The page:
Home > News > Biden’s win shows that suburbs are the new swing constituency
143 views 8 min 0 Comment

Biden’s win shows that suburbs are the new swing constituency

The urban-rural divide is reshaping American politics

- November 23, 2020

Joe Biden’s campaign aimed both to regain some of the support in middle America that Hillary Clinton lost to Donald Trump in 2016, and to appeal to highly educated white-collar workers, especially white-collar women. His electoral college victory and his increased vote share compared to Clinton suggest that he was successful.

In particular, Biden managed to improve upon Clinton’s vote totals among small- and medium-size metropolitan counties and in the suburban counties he targeted. He was less successful in moving votes outside metropolitan areas and in the big cities. The consequence is that this year’s voters were more polarized along rural-urban lines than in 2016.

How we did our research

To explore this topic, we relied on the National Center for Health Statistics’ 2013 urban-rural classification scheme of counties. That scheme divides counties into six groups, which we have further consolidated into four categories for ease of discussion:

  • {‘type’: ‘text’, ‘content’: ‘Central counties of large metropolitan areas, greater than 1 million in population’, ‘_id’: ‘LVY6AIUI5ZHZRGM5YAEQFVR6VE’, ‘additional_properties’: {‘comments’: [], ‘inline_comments’: []}, ‘block_properties’: {}}
  • {‘type’: ‘text’, ‘content’: ‘Fringe counties of these same metro areas, which we label “suburban”’, ‘_id’: ‘6I4I43ZI4ZBM5LF7DCRXDABDK4’, ‘additional_properties’: {‘comments’: [], ‘inline_comments’: []}, ‘block_properties’: {}}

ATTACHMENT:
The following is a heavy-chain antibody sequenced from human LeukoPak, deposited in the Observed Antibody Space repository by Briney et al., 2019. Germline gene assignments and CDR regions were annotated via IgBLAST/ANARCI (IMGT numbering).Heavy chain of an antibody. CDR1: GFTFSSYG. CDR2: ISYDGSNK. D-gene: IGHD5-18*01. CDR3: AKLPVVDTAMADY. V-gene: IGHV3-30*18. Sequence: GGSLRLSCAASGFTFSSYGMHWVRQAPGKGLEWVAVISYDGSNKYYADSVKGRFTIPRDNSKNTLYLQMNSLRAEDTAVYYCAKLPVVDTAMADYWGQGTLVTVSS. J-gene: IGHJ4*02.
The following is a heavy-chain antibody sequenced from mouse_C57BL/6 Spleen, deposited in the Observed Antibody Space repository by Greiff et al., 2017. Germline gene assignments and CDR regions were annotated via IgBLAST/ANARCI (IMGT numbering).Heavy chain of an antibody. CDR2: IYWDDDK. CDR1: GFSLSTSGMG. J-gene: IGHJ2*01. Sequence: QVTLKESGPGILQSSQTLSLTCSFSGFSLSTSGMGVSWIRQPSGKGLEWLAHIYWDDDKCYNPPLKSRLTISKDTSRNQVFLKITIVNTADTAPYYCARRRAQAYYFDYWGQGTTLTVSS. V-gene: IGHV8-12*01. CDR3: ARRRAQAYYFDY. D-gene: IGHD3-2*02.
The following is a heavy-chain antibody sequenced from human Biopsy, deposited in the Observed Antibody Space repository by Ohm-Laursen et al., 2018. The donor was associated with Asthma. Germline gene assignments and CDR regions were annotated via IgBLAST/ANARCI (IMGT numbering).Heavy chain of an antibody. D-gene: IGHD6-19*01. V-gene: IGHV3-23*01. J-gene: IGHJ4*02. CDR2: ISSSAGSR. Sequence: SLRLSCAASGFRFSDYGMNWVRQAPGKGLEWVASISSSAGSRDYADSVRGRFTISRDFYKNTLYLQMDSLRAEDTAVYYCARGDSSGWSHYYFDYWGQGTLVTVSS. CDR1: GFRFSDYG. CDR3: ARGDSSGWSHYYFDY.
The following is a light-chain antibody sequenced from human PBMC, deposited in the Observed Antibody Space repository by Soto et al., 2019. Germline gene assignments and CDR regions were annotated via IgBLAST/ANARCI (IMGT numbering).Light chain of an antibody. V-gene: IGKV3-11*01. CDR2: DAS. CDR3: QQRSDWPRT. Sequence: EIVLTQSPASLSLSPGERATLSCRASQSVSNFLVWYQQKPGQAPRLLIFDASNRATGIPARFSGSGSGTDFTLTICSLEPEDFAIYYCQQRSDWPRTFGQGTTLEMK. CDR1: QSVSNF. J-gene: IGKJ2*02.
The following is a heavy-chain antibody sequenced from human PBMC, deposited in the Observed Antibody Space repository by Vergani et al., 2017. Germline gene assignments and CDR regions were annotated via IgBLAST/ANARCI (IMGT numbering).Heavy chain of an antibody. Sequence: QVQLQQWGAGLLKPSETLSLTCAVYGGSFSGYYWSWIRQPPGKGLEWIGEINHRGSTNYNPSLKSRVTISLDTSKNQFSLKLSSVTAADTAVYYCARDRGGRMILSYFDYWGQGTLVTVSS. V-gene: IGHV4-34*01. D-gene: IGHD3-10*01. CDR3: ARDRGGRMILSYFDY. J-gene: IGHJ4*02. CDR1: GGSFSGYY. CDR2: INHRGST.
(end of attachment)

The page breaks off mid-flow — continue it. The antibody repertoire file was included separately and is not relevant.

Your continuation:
• {‘type’: ‘text’, ‘content’: ‘Medium- and small-size metro areas of less than 1 million’, ‘_id’: ‘RSC2ZP3UEJBHNHP4FZH252TBPA’, ‘additional_properties’: {‘comments’: [], ‘inline_comments’: []}, ‘block_properties’: {}}
  • {‘type’: ‘text’, ‘content’: ‘All other areas, which we term “rural”’, ‘_id’: ‘R33N64FVUJBLDAXWPL7SO775HM’, ‘additional_properties’: {‘comments’: [], ‘inline_comments’: []}, ‘block_properties’: {}}

To account for the fact that some states, especially California and New York, still haven’t completed their counts, we confine the analysis to counties where total votes reported thus far equal at least 90 percent of the votes cast in 2016.

Why did Biden win? Look at the fundamentals.

The rural-urban dimension of Clinton’s defeat and Biden’s victory in the Rust Belt

Clinton lost the 2016 election not so much because of how many votes she got, but because of where she received those votes. Clinton won 51.1 of the votes cast for the two main parties — just about a percentage point less than Barack Obama’s 52.0 percent in 2012. But her 49.7 percent share in the three pivotal Rust Belt states of Wisconsin, Michigan and Pennsylvania was nearly four points lower than Obama’s 53.6 percent. That sealed the election for Trump.

Clinton lost votes, compared to Obama, in all four of our geographic areas within these three states. But she did much worse in the rural areas, where she performed nearly 10 points below Obama, and in the smaller metro areas, nearly five points behind Obama. Given the close margin by which these states were decided, Clinton could possibly have won if she had held ground around the big cities of Milwaukee, Detroit, Pittsburgh and Philadelphia. But she didn’t. As you can see in the figure below, she actually lost ground in the big cities and in their surrounding suburbs as well.